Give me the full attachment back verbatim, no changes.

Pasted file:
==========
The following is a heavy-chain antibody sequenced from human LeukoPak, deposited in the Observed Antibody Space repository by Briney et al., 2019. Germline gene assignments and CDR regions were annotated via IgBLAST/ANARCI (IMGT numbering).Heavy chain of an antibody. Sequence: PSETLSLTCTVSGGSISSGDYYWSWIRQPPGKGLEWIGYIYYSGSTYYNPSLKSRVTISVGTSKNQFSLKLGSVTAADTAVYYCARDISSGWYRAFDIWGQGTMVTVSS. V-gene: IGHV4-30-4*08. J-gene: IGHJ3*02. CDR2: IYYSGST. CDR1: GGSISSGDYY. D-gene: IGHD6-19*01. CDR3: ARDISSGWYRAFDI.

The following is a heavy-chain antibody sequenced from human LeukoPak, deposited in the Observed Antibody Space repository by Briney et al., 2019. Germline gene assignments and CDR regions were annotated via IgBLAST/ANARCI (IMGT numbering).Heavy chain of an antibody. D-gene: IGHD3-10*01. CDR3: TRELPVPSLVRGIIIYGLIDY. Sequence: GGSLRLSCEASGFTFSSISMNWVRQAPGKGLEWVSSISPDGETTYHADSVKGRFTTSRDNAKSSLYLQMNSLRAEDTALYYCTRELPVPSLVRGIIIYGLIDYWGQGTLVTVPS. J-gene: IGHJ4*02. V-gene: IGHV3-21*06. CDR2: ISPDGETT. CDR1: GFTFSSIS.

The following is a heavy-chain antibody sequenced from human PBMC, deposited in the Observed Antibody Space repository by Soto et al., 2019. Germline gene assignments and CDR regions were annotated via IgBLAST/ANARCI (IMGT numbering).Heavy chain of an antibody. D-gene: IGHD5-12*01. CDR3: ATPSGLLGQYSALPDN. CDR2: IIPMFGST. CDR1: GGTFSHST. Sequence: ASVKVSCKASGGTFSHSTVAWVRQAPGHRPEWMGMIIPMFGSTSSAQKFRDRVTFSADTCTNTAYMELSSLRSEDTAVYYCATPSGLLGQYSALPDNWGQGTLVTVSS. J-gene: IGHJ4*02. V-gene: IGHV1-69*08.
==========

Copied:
The following is a heavy-chain antibody sequenced from human LeukoPak, deposited in the Observed Antibody Space repository by Briney et al., 2019. Germline gene assignments and CDR regions were annotated via IgBLAST/ANARCI (IMGT numbering).Heavy chain of an antibody. Sequence: PSETLSLTCTVSGGSISSGDYYWSWIRQPPGKGLEWIGYIYYSGSTYYNPSLKSRVTISVGTSKNQFSLKLGSVTAADTAVYYCARDISSGWYRAFDIWGQGTMVTVSS. V-gene: IGHV4-30-4*08. J-gene: IGHJ3*02. CDR2: IYYSGST. CDR1: GGSISSGDYY. D-gene: IGHD6-19*01. CDR3: ARDISSGWYRAFDI.

The following is a heavy-chain antibody sequenced from human LeukoPak, deposited in the Observed Antibody Space repository by Briney et al., 2019. Germline gene assignments and CDR regions were annotated via IgBLAST/ANARCI (IMGT numbering).Heavy chain of an antibody. D-gene: IGHD3-10*01. CDR3: TRELPVPSLVRGIIIYGLIDY. Sequence: GGSLRLSCEASGFTFSSISMNWVRQAPGKGLEWVSSISPDGETTYHADSVKGRFTTSRDNAKSSLYLQMNSLRAEDTALYYCTRELPVPSLVRGIIIYGLIDYWGQGTLVTVPS. J-gene: IGHJ4*02. V-gene: IGHV3-21*06. CDR2: ISPDGETT. CDR1: GFTFSSIS.

The following is a heavy-chain antibody sequenced from human PBMC, deposited in the Observed Antibody Space repository by Soto et al., 2019. Germline gene assignments and CDR regions were annotated via IgBLAST/ANARCI (IMGT numbering).Heavy chain of an antibody. D-gene: IGHD5-12*01. CDR3: ATPSGLLGQYSALPDN. CDR2: IIPMFGST. CDR1: GGTFSHST. Sequence: ASVKVSCKASGGTFSHSTVAWVRQAPGHRPEWMGMIIPMFGSTSSAQKFRDRVTFSADTCTNTAYMELSSLRSEDTAVYYCATPSGLLGQYSALPDNWGQGTLVTVSS. J-gene: IGHJ4*02. V-gene: IGHV1-69*08.